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‘Ancestral watercolor’ exhibit launches May Culture Festival

Getting a head’s start on Guadalajara’s 27th Festival Cultural de Mayo on May 2 was the opening of “Acuarelas Ancestrales” (Ancestral Watercolors), an exhibition of  paintings by local muralist Jorge Monroy, to be displayed at the Casa Feria in the city’s historic center throughout this month.

pg5aBefore the opening, as he picked tomatoes from the garden of his rustic studio in the foothills of the Primavera Forest, my artist friend told me he was showing 18 originals, all with the theme of pre-Hispanic Jalisco, including circular pyramids, shaft tombs, obsidian, the ancient ball game Ulama and scenes of everyday life 2,000 years ago.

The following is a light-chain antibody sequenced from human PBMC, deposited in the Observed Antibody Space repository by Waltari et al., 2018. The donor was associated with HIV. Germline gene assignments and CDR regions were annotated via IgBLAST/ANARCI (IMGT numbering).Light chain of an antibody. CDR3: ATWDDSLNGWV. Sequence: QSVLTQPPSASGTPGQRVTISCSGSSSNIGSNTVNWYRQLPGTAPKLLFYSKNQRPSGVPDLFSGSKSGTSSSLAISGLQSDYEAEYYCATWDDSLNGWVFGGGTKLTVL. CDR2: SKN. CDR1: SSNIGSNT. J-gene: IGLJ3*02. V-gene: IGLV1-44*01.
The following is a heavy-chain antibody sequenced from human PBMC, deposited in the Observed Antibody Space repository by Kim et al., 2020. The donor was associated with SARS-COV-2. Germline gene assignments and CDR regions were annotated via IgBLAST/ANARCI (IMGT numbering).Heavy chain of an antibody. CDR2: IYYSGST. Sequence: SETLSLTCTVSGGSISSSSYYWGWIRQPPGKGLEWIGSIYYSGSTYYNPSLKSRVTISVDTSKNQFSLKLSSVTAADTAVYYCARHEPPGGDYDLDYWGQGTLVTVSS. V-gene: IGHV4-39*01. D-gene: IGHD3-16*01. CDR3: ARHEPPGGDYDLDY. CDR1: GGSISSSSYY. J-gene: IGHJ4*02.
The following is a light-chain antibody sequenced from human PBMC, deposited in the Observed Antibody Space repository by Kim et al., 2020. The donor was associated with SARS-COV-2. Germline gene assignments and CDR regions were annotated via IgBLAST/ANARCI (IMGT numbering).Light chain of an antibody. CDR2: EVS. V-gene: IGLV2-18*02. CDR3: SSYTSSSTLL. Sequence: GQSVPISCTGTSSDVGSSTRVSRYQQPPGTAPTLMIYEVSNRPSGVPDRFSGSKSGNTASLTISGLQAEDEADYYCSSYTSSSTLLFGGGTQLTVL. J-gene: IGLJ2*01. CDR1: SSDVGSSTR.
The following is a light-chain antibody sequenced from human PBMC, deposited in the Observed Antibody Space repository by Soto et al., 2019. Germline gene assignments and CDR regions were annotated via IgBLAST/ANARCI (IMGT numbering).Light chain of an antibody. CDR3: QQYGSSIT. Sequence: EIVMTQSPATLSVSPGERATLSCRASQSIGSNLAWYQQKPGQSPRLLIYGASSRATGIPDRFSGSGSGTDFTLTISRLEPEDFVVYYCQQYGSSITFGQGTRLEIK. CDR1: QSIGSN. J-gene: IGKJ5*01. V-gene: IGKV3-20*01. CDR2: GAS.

Monroy puts a special emphasis on maíz (corn) in these scenes of daily life.

“The most important painting shows a woman lovingly caring for a maize plant with a view of the Great Lake of Magdalena (drained by the Spaniards) in the background,” he said. “You can see their colorful houses in the distance and people planting corn. This is a scene that could have taken place 3,000 years ago.”

The process of cultivating maize started much earlier than that, perhaps as long as 9,000 years ago.

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